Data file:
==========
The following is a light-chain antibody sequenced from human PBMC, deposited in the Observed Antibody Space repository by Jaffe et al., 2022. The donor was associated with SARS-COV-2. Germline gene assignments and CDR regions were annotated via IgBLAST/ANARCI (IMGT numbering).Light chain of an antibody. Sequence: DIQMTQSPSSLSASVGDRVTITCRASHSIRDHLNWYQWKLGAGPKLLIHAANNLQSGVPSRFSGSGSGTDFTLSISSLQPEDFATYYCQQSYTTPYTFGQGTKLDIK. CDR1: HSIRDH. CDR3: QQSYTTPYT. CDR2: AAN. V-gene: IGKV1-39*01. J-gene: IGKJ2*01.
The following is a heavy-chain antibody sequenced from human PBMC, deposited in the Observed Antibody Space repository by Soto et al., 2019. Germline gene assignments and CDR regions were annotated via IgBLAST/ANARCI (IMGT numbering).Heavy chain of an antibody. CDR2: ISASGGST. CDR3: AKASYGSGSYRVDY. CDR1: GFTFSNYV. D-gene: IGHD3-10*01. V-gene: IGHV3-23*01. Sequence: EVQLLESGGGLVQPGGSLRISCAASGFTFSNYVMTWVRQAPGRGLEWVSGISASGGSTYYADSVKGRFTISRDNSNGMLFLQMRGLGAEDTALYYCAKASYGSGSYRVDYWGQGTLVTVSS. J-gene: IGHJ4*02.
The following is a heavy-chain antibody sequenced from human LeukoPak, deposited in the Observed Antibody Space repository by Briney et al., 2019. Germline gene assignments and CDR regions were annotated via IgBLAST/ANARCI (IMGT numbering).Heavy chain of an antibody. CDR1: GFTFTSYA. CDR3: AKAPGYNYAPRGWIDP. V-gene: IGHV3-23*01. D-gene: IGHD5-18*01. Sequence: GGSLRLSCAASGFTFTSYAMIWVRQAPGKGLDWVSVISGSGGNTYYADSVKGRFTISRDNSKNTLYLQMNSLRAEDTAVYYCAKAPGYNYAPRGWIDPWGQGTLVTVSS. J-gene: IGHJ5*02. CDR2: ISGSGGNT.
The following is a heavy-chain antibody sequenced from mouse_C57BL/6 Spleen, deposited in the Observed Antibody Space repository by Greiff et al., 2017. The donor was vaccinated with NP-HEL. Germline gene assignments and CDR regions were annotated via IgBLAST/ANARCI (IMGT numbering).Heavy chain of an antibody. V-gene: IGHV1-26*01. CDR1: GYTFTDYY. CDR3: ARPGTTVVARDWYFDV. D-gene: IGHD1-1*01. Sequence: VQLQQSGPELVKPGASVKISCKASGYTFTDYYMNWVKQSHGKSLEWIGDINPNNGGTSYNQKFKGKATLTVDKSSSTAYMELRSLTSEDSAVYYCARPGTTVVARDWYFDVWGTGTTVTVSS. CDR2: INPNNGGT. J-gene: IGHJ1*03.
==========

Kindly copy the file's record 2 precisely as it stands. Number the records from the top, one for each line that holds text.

The following is a heavy-chain antibody sequenced from human PBMC, deposited in the Observed Antibody Space repository by Soto et al., 2019. Germline gene assignments and CDR regions were annotated via IgBLAST/ANARCI (IMGT numbering).Heavy chain of an antibody. CDR2: ISASGGST. CDR3: AKASYGSGSYRVDY. CDR1: GFTFSNYV. D-gene: IGHD3-10*01. V-gene: IGHV3-23*01. Sequence: EVQLLESGGGLVQPGGSLRISCAASGFTFSNYVMTWVRQAPGRGLEWVSGISASGGSTYYADSVKGRFTISRDNSNGMLFLQMRGLGAEDTALYYCAKASYGSGSYRVDYWGQGTLVTVSS. J-gene: IGHJ4*02.